Apr 28, 2013

Flare, Turmeric

This past week I've been so hungry. Hungry and thirsty. I go to bed thinking about what to eat for breakfast, I ride my bike to work thinking about lunch and how fast the hours might tick by until I can eat it and then I spend the afternoon daydreaming and scheming about what strange dinner I can concoct from the ingredients in my refrigerator - the leftover goat-cheese from the cocktail party, the huge jar of chili peppers that's taking over my cupboard, the lentils, the potato chips, the fennel. Oh what to do, especially when I get home and my hunger blinds me from all ration and reason. When photographing the dish below (turmeric and fennel pasta with goat cheese) I admit it took a critical amount of willpower not to put my camera down and start shoveling the pasta into my mouth. I even stuck the fork in the bowl at one point in an amateur food-styling effort to make the photograph more interesting, but that just made it worse. I felt like a dog begging at the edge of the dinner table. The temptation overtook me after only a few minutes of shooting and I ate the pasta standing up, in huge, flavorful forkfuls.

I've also been very aware of time lately, the way it moves through me and around me, the way the light is so different now at 7am, and at 7pm, compared to this past winter. Late afternoon the beautiful light of spring flares up and seems to make everything glow: the budding maples and the red tulips, the cherry trees and church steeples. The wind picks up and brings an ocean breeze with it, and I try to just pause in the moment of it, the light and the smell of the ocean and the trees. Forget whatever happened last week, last night, an hour ago, forget whatever is approaching.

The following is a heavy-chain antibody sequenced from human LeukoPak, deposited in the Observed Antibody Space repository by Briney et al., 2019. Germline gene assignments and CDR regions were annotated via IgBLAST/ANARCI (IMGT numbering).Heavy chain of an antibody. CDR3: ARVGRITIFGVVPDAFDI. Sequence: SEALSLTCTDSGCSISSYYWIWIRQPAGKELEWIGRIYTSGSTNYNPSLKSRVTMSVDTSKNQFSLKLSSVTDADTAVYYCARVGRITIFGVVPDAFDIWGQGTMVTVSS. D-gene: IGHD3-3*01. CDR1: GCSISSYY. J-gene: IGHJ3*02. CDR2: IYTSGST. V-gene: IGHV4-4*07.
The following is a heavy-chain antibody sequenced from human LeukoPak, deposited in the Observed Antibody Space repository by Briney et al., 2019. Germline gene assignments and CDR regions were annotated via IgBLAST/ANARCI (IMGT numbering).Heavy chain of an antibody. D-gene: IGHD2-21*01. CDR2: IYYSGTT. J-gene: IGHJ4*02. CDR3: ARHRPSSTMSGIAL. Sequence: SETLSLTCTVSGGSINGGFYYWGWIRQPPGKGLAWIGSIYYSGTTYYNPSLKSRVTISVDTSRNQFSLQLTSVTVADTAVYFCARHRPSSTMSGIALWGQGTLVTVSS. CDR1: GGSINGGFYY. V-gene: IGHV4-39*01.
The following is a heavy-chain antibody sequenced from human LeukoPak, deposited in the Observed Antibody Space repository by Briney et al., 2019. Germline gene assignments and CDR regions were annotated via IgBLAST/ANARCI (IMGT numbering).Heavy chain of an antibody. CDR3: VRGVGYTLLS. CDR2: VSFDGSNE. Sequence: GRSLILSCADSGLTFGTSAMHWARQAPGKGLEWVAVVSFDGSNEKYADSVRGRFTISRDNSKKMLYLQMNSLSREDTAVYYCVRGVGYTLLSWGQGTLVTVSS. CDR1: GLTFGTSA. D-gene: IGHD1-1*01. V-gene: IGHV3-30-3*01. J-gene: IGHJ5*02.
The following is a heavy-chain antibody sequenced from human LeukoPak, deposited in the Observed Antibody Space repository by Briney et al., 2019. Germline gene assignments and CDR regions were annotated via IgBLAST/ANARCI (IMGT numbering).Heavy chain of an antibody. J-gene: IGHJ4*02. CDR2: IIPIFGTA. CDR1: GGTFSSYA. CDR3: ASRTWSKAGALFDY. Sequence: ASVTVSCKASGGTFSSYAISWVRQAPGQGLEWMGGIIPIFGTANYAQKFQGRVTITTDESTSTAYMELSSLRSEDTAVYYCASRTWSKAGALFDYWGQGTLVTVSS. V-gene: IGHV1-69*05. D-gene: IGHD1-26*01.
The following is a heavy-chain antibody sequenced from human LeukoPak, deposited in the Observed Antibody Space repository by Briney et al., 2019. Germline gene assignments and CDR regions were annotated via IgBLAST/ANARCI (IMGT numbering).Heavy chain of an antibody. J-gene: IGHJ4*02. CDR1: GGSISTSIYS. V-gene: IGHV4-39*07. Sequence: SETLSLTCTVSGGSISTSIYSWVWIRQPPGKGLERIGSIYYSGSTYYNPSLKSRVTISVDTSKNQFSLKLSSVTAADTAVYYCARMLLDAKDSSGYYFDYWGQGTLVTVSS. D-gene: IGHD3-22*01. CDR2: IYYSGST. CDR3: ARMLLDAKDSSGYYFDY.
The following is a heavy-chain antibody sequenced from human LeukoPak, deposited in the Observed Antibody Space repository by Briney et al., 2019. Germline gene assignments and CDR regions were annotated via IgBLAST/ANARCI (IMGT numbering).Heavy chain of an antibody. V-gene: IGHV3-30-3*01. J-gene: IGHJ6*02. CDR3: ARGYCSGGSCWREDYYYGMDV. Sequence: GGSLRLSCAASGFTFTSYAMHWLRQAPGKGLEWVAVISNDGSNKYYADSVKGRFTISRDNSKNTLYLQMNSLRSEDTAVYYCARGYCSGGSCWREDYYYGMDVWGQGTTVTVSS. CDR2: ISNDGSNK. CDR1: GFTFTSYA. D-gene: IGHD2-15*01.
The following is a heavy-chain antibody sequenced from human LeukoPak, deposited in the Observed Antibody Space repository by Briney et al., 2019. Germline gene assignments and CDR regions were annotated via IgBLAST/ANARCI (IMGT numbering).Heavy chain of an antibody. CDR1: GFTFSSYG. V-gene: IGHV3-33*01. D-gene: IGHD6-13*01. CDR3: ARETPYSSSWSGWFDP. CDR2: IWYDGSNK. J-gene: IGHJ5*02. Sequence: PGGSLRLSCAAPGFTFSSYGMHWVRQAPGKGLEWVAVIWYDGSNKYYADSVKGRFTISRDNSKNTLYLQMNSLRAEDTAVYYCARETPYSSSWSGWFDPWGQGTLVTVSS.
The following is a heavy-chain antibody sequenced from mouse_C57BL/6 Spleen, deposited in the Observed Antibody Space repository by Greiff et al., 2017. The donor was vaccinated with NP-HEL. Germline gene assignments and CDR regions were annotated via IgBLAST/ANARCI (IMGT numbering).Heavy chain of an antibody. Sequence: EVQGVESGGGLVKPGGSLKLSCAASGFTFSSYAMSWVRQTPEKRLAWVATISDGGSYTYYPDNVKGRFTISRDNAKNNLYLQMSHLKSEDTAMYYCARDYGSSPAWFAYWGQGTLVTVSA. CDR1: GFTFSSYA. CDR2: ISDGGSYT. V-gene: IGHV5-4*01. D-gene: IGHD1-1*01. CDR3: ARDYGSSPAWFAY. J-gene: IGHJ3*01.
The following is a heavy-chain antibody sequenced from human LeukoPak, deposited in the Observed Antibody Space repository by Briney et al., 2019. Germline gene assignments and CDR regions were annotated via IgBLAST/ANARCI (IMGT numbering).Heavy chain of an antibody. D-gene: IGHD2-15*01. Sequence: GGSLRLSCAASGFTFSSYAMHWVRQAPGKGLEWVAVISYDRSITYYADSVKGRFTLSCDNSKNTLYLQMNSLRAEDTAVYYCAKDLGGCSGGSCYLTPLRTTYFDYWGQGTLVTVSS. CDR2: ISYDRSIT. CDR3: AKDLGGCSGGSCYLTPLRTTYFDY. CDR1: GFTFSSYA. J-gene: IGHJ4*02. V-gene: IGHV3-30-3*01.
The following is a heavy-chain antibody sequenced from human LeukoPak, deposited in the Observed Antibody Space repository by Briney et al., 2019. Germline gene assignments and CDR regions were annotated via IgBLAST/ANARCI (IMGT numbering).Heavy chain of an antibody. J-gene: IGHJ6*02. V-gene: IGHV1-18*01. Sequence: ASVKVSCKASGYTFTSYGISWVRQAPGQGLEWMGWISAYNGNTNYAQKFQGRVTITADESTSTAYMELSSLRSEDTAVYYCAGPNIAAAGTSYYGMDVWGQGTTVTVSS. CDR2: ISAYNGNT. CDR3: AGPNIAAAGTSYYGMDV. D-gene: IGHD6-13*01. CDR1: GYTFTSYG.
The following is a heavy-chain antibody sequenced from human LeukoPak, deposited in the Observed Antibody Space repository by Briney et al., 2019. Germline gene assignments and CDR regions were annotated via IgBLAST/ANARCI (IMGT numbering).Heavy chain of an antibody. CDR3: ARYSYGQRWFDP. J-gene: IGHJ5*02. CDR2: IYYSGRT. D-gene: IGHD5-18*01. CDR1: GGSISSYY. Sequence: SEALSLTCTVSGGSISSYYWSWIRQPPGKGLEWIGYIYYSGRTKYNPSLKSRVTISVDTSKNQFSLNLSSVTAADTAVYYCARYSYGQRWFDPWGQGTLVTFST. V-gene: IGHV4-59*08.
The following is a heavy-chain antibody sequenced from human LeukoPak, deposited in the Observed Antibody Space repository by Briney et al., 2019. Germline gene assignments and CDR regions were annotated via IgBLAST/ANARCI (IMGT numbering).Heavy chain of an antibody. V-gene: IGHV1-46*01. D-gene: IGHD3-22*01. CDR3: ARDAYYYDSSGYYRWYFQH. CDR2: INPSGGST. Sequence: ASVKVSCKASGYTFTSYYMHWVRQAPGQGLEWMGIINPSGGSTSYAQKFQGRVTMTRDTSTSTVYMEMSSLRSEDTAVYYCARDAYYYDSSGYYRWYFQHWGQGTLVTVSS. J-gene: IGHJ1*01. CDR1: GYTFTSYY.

As reliable as anything you will ever know,
time moves its dim, heavy thumb over the shoreline
making its changes, its whimsical variations.
Yes, yes, the body never gets away from the world,
its endless granular shuffle and exchange—

(Mary Oliver, The Leaf and the Cloud)

So we're in a new season here in Boston, this spring that is all of a sudden hot and bright and golden. I can't stop thinking about the color yellow this time of year, as the sunlight permeates everything, like a spice with a powerful coloring agent, making the world glow. Turmeric is a rhizome, which is the underground stem of a plant. It's in the same family as ginger, but when you cut into the turmeric rhizome it reveals its bright orange flesh, the color of Buddhist's monks robes. It's not often used in its fresh form (at least, here in New England), but rather as a dried powder, which makes up the base of many familiar yellow curries. Just touch a few grains of the spice and instantly your fingers will turn yellow. Turmeric is not really in my comfort zone of cooking—it still feels exotic, but also intriguing, like someone I've just met and want to ask a million questions. "What's it like being part of the Zingiberaceae family? How do you feel about being called 'Indian Saffron?' What's it like to be in a curry blend? How do you like fennel?"